Soon my absences from school became increasingly frequent, as I would stop along the way to draw everything I saw – churches, houses and people – in little books. As a child, I had played with cards depicting images of paintings and figures by the great Florentine artists. It was exhilarating and surprising to find everything I had seen so long ago on the cards here right before my very eyes. Was this a premonitory sign of what I would end up doing later on?
I had slowly become a very bad student, ignorant of the topics studied, often absent and a dedicated daydreamer from atop Giotto’s bell tower. I was very resourceful and sold my textbooks to buy pencils, brushes and colours. I had developed the habit, which I still have now, of speaking slowly during the oral exams in the classroom, to take as much advantage as possible of the suggestions whispered to me by my generous companions.
Unbeknownst to my parents, during the last years of high school I took some painting courses at the Accademia di Belle Arti in Florence, which I paid for with the sale of my school books. But unfortunately, my family did not allow me to enrol in the academy after high school.
At that time, in the small Guggenheim museum in Venice, I came upon the first works of pop art, which struck me greatly and opened the doors of modern art.
Without a doubt, this discovery greatly influenced my work in the years to come.
The next years were spent at the Faculty of Architecture, where I was happy as I was allowed to draw with Chinese ink and to sculpt, getting through the rest of the subjects that I did not care about, limiting myself to learning them off by heart. At that time, I dreamed of becoming sculptor and at the age of 22, I won third prize, and also my first earnings, in a national sculpture competition announced by the major company in the Italian steel industry at the time, “Dalmine”.
After completing my degree in architecture, with a thesis entitled “The Imprint of Femininity on Architecture”, I taught drawing to a class of very lovely and unruly children on the outskirts of Florence. We went around the countryside, we became acquainted with the flowers, the plants and the trees and I a lot of time being the referee for football games organised by my pupils.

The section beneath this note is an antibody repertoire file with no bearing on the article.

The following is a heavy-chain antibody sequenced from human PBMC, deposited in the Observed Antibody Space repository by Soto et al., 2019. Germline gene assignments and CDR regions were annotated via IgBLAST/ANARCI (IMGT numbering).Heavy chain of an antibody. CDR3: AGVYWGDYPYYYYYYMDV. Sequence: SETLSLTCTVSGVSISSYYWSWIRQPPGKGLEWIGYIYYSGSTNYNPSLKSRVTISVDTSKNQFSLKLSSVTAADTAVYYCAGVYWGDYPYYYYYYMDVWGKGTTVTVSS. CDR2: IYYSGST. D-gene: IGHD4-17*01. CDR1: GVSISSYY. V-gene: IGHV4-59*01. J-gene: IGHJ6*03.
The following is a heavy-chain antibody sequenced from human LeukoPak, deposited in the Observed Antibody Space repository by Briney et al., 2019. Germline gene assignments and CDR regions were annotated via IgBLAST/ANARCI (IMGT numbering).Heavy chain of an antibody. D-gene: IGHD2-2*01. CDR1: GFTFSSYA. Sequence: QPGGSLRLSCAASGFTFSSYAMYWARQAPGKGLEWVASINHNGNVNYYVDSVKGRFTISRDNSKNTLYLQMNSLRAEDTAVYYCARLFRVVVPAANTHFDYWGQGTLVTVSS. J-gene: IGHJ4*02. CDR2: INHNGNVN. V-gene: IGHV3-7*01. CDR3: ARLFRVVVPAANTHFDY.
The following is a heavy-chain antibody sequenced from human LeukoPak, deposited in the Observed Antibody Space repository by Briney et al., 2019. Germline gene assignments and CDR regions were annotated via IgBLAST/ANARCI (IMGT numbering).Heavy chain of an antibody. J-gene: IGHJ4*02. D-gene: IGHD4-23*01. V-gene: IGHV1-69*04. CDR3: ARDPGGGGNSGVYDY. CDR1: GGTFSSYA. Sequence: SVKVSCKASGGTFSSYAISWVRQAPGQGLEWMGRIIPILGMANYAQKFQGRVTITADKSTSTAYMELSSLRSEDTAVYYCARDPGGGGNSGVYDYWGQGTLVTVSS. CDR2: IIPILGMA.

I did not go very far in my career as an architect, given that it bored me so much, nor in that as a sculptor, because I did not have the means, nor as a teacher. At the age of thirty, a shimmering star guided me along the proper pathway: I left Florence, architecture and everything else behind and I moved to Milan, looking for a better fate. At that time, Milan was a prosperous and modern city that gave me the fabulous opportunity to become an established designer in different sectors. I published my first children’s book in 1975 and followed this direction by publishing other books in Spain, Italy and France. The subsequent years were just as formidable and I was able to work with real enthusiasm for television (Il Granracconto), in advertising and for publications.
Il sogno di Federico
La Folle Équipée, Mostri terribili
In 1990, I left Milan for Paris, which I had always dreamed of doing. This choice gave me many opportunities and from that moment forth, I have been exclusively dedicated to children’s books.
Fortunately, my published books have been a great success internationally, which allowed me, amongst other things, to work directly with the United States, where I have published seven books.
The diversity of subjects and topics in my books has led me, in recent years, to undertake research that continues to evolve on the basis of my inspiration.
So in “Le Rythme de la Rue”, I used oil painting, in “His Name is Igor” – immersed as I was in discovering the world and art of Russia – I used tempera and acrylics, underlining the reference to the Russian constructivist language, which I still love so much.
Finally, “La Folle Equipée” pays heart-felt tribute to the latest works in the history of modern art, to New York pop art, with a greater focus on the flat and less textural tones, along with a nod to my favourite painters.
To conclude this long autobiography, the pleasure of drawing and the feeling of never being bored is still very much alive and intense in my daily life.
Perhaps – with me being of a volatile and transient zodiac sign made of air and water – drawing manages to transport me somewhere else?
Il sogno di Federico